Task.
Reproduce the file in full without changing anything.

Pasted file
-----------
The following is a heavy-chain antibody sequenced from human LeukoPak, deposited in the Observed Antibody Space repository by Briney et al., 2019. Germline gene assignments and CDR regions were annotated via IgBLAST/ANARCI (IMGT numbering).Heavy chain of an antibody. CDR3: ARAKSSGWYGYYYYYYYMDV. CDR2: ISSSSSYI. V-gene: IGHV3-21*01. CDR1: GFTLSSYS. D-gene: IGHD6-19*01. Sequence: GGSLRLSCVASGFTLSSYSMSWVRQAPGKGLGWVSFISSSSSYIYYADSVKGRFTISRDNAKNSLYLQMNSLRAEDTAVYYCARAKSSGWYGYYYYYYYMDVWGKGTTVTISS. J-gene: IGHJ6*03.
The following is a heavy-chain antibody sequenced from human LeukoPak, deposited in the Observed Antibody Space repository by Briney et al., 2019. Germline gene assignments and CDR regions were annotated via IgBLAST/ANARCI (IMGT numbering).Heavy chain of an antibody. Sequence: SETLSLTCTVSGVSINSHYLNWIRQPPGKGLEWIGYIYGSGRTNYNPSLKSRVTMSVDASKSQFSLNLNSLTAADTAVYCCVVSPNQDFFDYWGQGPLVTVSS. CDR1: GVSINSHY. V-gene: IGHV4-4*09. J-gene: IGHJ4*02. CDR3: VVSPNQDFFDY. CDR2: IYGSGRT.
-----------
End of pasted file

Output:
The following is a heavy-chain antibody sequenced from human LeukoPak, deposited in the Observed Antibody Space repository by Briney et al., 2019. Germline gene assignments and CDR regions were annotated via IgBLAST/ANARCI (IMGT numbering).Heavy chain of an antibody. CDR3: ARAKSSGWYGYYYYYYYMDV. CDR2: ISSSSSYI. V-gene: IGHV3-21*01. CDR1: GFTLSSYS. D-gene: IGHD6-19*01. Sequence: GGSLRLSCVASGFTLSSYSMSWVRQAPGKGLGWVSFISSSSSYIYYADSVKGRFTISRDNAKNSLYLQMNSLRAEDTAVYYCARAKSSGWYGYYYYYYYMDVWGKGTTVTISS. J-gene: IGHJ6*03.
The following is a heavy-chain antibody sequenced from human LeukoPak, deposited in the Observed Antibody Space repository by Briney et al., 2019. Germline gene assignments and CDR regions were annotated via IgBLAST/ANARCI (IMGT numbering).Heavy chain of an antibody. Sequence: SETLSLTCTVSGVSINSHYLNWIRQPPGKGLEWIGYIYGSGRTNYNPSLKSRVTMSVDASKSQFSLNLNSLTAADTAVYCCVVSPNQDFFDYWGQGPLVTVSS. CDR1: GVSINSHY. V-gene: IGHV4-4*09. J-gene: IGHJ4*02. CDR3: VVSPNQDFFDY. CDR2: IYGSGRT.